The Aztec Pantheon and the Art of Empire, integrated by some of the most emblematic pieces of this Prehispanic culture was opened in The Getty Villa
in Malibu, California, United States. The exhibition is sponsored by the National Institute of Anthropology and History (INAH) and J. Paul Getty Museum and will be open from March 24th to July 5th, 2010.
Objects exhibited come from the collections of the National Museum of Anthropology, Templo Mayor Museum and J. Paul Getty Museum. Codices, sculptures, books, maps and other documents are displayed.
The official inauguration was attended by Juan Marcos Gutierrez, Consul General of Mexico in Los Angeles, David Bomford, Director of Collections of the J. Paul Getty Museum and Alfonso de Maria y Campos, General Director of INAH.
Among the 96 pieces lent by Mexico, stand out the diorite Coyolxauhqui head; an incense burner dedicated to Chicomecoatl; the Eagle Warrior and Mictlantecuhtli ceramic sculptures, as well as other pieces from Puebla Regional Museum and Mexiquense Culture Institute.
Objects and documents from the Getty Museum heap are also exhibited, but the most famous piece of the show is the Florentine Codex, which traveled to the Americas for the first time in more than 400 years for this exhibit.
The codex is a pictorial chronicle of Aztec culture and history conserved at Medici Library in Florence, Italy, where Bernardino de Sahagun compares the Aztec and Roman pantheons; based on it, the conceptual frame of the exhibition was elaborated. Mythological images of the J. Paul Getty Museum collection allow rapprochement to religion and art of Roman Empire.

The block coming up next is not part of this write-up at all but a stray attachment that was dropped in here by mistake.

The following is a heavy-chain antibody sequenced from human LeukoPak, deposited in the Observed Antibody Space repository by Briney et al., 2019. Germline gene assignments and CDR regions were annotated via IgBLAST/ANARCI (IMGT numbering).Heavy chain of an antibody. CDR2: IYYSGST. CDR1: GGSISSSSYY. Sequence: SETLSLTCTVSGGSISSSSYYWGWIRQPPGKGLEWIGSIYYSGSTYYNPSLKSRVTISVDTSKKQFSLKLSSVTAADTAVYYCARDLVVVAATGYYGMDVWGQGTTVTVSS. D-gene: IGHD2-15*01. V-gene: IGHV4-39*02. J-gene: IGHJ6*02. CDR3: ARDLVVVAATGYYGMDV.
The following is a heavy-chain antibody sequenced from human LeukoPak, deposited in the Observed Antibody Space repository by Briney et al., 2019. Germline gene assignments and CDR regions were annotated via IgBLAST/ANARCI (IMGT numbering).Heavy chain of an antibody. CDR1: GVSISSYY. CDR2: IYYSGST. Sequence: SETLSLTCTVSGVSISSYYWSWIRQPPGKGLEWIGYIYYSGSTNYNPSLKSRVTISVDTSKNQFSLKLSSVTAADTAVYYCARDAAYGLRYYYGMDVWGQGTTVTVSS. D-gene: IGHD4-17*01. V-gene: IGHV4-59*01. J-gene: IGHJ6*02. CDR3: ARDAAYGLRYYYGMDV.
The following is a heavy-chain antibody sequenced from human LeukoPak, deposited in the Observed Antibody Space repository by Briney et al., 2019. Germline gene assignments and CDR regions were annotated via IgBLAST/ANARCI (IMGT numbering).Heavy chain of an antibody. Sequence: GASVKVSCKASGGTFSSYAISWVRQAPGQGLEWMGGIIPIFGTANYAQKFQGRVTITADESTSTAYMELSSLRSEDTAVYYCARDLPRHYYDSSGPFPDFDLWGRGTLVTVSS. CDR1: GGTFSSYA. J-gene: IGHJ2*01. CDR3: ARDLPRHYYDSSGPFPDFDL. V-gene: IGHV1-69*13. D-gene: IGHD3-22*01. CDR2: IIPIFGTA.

Curated by Claire L. Lyons, antiquities curator at the Getty Museum and John D. Pohl, research associate at Cotsen Institute of Archaeology, UCLA, the exhibition shows similarities between 16th century Mexico and Imperial Rome, suggesting that ancient cultures, especially Mexica, can be compared to imperial regimes.
Although Graeco-Roman and Aztec cultures are distinct historical phenomena, and developed in isolation from one another, Europeans applied familiar frames of reference to a New World that was largely unfathomable, explained Lyons.
As a complement of the show, the books The Aztec Pantheon and the Art of Empire, by John M. D. Pohl and Claire L. Lyons; and A Pocket Dictionary of Aztec and Mayan Gods and Goddesses by Clara Bezanilla were published, and a two-day international conference will be convened at the Getty Villa from April 29-May 1, 2010.
In addition to the conference, a full schedule of public programs will be developed, including gallery tours, courses and curatorial lectures.